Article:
“Surely removing the full four letters of a four-letter word doesn’t change the intent of the author’s whole book,” he said, according to the minutes. “It just cleans it up.”

It’s overly facile to suggest that this statement implies an effort to “clean up” the Holocaust itself. But it’s very much to the point that a distinction is drawn between what the book is hoping to convey and how Spiegelman hoped to convey it. Art is often like a Jenga tower: Removing a piece may not cause it to topple, but it certainly changes what you’re looking at.

Much of the discussion about the graphic novel centered on its use of language. Members of the board repeatedly made the deeply dubious argument that there was somehow a contradiction between preventing children from using particular language in school and offering material that uses that same language. They did not extend this argument to its natural conclusion, that by showing students depictions of the mass murders of millions of people they were tacitly expressing approval of their students doing the same. How were those eighth-graders to know that imprisoning and torturing people for their faith was not allowed in school hallways? It’s right there in the book!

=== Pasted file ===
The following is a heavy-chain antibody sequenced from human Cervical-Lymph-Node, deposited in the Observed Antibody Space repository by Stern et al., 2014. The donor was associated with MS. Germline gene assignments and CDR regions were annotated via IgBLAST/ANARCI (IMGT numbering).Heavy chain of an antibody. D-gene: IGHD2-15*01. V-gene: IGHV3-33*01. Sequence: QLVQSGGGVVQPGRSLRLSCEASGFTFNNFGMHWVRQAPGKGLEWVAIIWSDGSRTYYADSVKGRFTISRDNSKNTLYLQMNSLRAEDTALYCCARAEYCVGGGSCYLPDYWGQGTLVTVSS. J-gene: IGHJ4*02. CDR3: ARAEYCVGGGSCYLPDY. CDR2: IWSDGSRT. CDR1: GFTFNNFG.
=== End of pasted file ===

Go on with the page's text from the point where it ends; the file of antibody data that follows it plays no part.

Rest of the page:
“I understand that on TV and maybe at home these kids hear worse,” board member Tony Allman said at one point, “but we are talking about things that if a student went down the hallway and said this, our disciplinary policy says they can be disciplined, and rightfully so.”

This, of course, is another central point: The idea that these eighth-grade kids have not been exposed to either swearing or nudity — nudity far more graphic than a cartoon — is ridiculous. The average age of exposure to pornography among boys — not nudity, but pornography — was 13 in a 2017 study. Exposure to swear words almost certainly comes far earlier. Will there be smart alecks who pester teachers by claiming they think swearin’ is okay because they read it in a schoolbook? Sure. Should teachers be able to handle that pretty easily? Uh, yeah.

“I am not denying it was horrible, brutal and cruel,” Allman said of the Holocaust. And then the but: “It’s like when you’re watching TV and a cuss word or nude scene comes on, it would be the same movie without it. Well, this would be the same book without it.”

“I may be wrong,” he continued, “but this guy that created the artwork used to do the graphics for Playboy.”